Routine Calving Induction* Phase-out
Posted on Thursday, March 03, 2016 - Category: In the News
Australian dairy farmers are dedicated to providing a high standard of care for our animals, and to changing practices when in the best interests of our livestock and to protect the reputation of our industry.
The Australian dairy industry wants to be proactive on measures to support excellent animal welfare outcomes and to meet the expectations of the community,
our customers and consumers. Failure to meet these obligations, risks the introduction of onerous and unrealistic regulations and/or damage to our
reputation and markets.
In April 2015, following a series of meetings with farmers, vets and processors, the dairy industry agreed to work towards the phase-out routine calving
induction nationally. Subsequently, the Australian Dairy Industry Council (ADIC) has introduced a target for 2016 to limit routine calving induction
to 15% of cows per herd.
This target applies unless an exemption is granted. In 2016, exemptions may be granted either by implementing a herd fertility management plan or by obtaining dispensation for exceptional circumstances beyond the control of the herd manager. An 'Oversight and Engagement' Panel will consider requests for exemptions and grant approvals as appropriate. Whilst there is no legal requirement on dairy farmers to achieve the 15% target in 2016 the dairy industry is seeking to achieve industry-wide practice that is over and above the legal requirements and is confident farmers will adopt the recommended voluntary industry targets as the phase-out progresses.
Progress will be monitored and reviewed to inform the revision of annual targets until the phase-out is achieved and no routine calving induction without
exemption for exceptional circumstances beyond the control of the herd manager are performed. The industry will work with farmers, vets and their advisers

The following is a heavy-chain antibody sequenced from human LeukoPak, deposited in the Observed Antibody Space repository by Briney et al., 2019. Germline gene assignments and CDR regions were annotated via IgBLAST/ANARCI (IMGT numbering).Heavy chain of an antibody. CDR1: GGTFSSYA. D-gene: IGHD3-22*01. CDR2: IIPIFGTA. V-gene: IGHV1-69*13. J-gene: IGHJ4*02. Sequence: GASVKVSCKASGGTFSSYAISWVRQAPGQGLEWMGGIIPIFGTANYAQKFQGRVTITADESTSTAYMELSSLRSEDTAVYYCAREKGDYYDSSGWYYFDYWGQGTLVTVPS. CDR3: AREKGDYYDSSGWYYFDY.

to ensure annual targets are achieved. This approach is similar to the successful New Zealand strategy where routine calving induction was phased out
over a period of time using progressively reduced annual limits.
The ADIC and Dairy Australia will continue to work with farmers, veterinarians, state dairy farmer organisations, processors and other stakeholders, to
ensure all timeframes and targets are workable and achievable. We recognise that this involves a significant management change for some farmers.
As the Australian Cattle Veterinarians play a key role in calving induction, the industry has frequently consulted these experts. In mid-February there
was a workshop for cattle veterinarians servicing dairy farms where routine calving inductions are performed. The workshop provided a forum to discuss
the approaches and support required to implement the revised industry policy on routine calving induction and the need to cease late inductions.
Key items discussed were:
- existing fertility programs such as InCalf, InCharge and Repro Right and additional assistance;
- the implementation of fertility management plans;
- the dispensation process; and
- ongoing monitoring and reporting templates.
The workshop recognised that the tools necessary to improve herd fertility and to phase out routine calving induction are available for both vets and farmers but that it will not be an easy process and engagement across the industry throughout the whole process is critical. Vets who were unavailable at the time of the workshop are being contacted by the Australian Cattle Vets and Dairy Australia with information about the phase-out of routine calving induction.
A particular concern recognised by the industry has been the use of late calving induction.
Late inductions (performed within 4-6 weeks of the due calving date) provide no overall reproductive benefit for the herd and should not be performed except for the welfare of the cow or her calf. Early pregnancy testing is required by these practices to make sure late inductions are not occurring.
*Routine calving induction is all non-therapeutic inductions.